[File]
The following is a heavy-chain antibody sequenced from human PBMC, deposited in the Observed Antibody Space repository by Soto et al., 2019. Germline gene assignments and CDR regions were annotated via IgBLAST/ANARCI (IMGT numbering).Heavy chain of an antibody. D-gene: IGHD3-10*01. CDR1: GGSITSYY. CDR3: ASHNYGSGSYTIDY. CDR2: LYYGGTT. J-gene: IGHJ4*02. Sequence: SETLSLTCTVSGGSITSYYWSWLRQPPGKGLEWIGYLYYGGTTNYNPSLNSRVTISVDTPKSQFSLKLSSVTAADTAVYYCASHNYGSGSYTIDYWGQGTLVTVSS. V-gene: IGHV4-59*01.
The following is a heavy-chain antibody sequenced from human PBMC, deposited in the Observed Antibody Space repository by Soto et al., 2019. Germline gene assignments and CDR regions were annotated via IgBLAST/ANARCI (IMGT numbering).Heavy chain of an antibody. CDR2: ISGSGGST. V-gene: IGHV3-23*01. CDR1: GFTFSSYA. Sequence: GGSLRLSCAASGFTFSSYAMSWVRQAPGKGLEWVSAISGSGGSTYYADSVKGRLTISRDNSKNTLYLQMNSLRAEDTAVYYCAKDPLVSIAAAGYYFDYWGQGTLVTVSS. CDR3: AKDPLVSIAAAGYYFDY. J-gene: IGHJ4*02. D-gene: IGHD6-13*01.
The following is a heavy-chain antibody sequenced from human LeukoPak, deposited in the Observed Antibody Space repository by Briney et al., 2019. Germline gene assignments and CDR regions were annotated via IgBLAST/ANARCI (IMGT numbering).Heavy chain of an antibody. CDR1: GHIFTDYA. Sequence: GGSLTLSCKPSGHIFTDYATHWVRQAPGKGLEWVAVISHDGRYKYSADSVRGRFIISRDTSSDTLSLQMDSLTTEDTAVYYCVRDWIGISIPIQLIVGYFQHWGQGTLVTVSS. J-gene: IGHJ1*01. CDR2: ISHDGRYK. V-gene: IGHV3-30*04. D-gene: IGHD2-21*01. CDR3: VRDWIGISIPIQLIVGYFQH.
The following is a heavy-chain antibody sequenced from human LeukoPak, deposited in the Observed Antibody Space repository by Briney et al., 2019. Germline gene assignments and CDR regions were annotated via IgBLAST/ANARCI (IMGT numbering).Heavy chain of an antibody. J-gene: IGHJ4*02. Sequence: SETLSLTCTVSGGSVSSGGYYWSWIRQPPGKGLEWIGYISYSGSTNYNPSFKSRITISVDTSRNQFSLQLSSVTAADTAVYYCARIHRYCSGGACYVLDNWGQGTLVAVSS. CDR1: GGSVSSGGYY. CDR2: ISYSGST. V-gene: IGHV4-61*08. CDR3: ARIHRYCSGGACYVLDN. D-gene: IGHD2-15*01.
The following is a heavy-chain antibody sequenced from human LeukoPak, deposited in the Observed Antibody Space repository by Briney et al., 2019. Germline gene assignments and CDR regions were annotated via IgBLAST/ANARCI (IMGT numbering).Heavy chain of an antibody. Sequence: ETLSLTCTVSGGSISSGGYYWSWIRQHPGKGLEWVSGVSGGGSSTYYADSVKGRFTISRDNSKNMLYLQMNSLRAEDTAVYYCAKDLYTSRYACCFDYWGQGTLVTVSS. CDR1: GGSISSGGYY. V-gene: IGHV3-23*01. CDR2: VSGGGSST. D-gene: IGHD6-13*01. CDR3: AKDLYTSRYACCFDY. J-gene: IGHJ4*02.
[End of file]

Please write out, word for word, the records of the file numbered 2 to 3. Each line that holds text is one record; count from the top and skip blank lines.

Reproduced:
The following is a heavy-chain antibody sequenced from human PBMC, deposited in the Observed Antibody Space repository by Soto et al., 2019. Germline gene assignments and CDR regions were annotated via IgBLAST/ANARCI (IMGT numbering).Heavy chain of an antibody. CDR2: ISGSGGST. V-gene: IGHV3-23*01. CDR1: GFTFSSYA. Sequence: GGSLRLSCAASGFTFSSYAMSWVRQAPGKGLEWVSAISGSGGSTYYADSVKGRLTISRDNSKNTLYLQMNSLRAEDTAVYYCAKDPLVSIAAAGYYFDYWGQGTLVTVSS. CDR3: AKDPLVSIAAAGYYFDY. J-gene: IGHJ4*02. D-gene: IGHD6-13*01.
The following is a heavy-chain antibody sequenced from human LeukoPak, deposited in the Observed Antibody Space repository by Briney et al., 2019. Germline gene assignments and CDR regions were annotated via IgBLAST/ANARCI (IMGT numbering).Heavy chain of an antibody. CDR1: GHIFTDYA. Sequence: GGSLTLSCKPSGHIFTDYATHWVRQAPGKGLEWVAVISHDGRYKYSADSVRGRFIISRDTSSDTLSLQMDSLTTEDTAVYYCVRDWIGISIPIQLIVGYFQHWGQGTLVTVSS. J-gene: IGHJ1*01. CDR2: ISHDGRYK. V-gene: IGHV3-30*04. D-gene: IGHD2-21*01. CDR3: VRDWIGISIPIQLIVGYFQH.